Iraqi cabinet approves status of forces agreement

The new Iraqi flag eliminates the three stars but keeps the

The new Iraqi flag still has the takbir (Allahu Akbar/God is Great). The version used from 2004-2008 had three stars and a different script. The 1991-2004 flag had yet another script, rumored to have been Saddam's own handwriting.

Today the Iraqi cabinet unanimously approved a Status of Forces Agreement that will allow U.S. forces to stay in the country legally after their UN mandate expires at the end of this year.  According to Al Jazeera the vote was 27-0 with one cabinet member abstaining and nine members not present.  The agreement must now be approved by the full parliament.

The pact requires U.S. troops to leave the country’s towns and cities by mid 2009; they will then be based in rural areas and will assist in urban areas only when called upon to do so by Iraqi forces.  U.S. forces must leave Iraq by the 31 December 2011.  It was because this agreement was in the works and that no Iraqi government would or could approve a document that allowed the U.S. to stay much beyond 2011 that I didn’t think the recent presidential election would have any impact on the withdrawal of the American military from Iraq; John McCain couldn’t keep the troops there indefinitely and Barack Obama is unlikely to pull them out ahead of schedule.  .

While Status of Forces Agreements (SOFAs) are considered treaties under international law (see Article 2 Section 2(a) of the 1969 Vienna Convention on the Law of Treaties), under U.S. law they are considered executive agreements and are made pursuant to the president’s inherent power as commander in chief of the armed forces, not his or her treaty-making power; they therefore do not require approval either by the full Congress or the Senate.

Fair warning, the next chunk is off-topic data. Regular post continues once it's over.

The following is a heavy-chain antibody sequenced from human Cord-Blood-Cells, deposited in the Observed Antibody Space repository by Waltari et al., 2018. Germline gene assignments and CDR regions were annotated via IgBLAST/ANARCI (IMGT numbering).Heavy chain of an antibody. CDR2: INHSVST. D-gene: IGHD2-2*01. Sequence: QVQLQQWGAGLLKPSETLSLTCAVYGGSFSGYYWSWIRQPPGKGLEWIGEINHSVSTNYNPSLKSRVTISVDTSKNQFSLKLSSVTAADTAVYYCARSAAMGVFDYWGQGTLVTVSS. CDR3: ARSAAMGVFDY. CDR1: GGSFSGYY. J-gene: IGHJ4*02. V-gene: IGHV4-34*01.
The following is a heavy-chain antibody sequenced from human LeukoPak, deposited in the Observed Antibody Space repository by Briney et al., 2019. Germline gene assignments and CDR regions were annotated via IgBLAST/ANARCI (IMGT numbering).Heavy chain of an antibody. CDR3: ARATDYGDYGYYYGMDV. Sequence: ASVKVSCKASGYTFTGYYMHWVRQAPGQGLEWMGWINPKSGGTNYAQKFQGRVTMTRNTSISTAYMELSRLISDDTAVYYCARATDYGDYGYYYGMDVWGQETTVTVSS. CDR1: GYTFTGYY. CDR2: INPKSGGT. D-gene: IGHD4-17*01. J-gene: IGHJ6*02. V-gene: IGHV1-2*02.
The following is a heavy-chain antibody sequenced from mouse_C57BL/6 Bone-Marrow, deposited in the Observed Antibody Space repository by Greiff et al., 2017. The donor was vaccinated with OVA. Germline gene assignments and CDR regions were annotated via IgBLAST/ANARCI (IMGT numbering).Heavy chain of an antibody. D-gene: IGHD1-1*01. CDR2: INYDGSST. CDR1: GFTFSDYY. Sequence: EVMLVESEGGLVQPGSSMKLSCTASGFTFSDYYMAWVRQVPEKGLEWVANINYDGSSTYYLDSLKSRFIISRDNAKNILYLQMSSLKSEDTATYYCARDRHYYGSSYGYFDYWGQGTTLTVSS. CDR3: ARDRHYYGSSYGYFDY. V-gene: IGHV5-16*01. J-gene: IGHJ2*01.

In Iraq the pact is controversial, with Sunnis tending to be most opposed and some calling for a public referendum.  Now that the Iraqi cabinet has approved it, the agreement must now be passed by the 275-member Iraqi parliament where its fate is uncertain.  It then would have to be ratified by the three-member presidency which includes Sunni Vice President Tariq Hashimi, who has led calls for a public referendum and could veto the pact.  There are currently about 150,000 American military personnel in the country.

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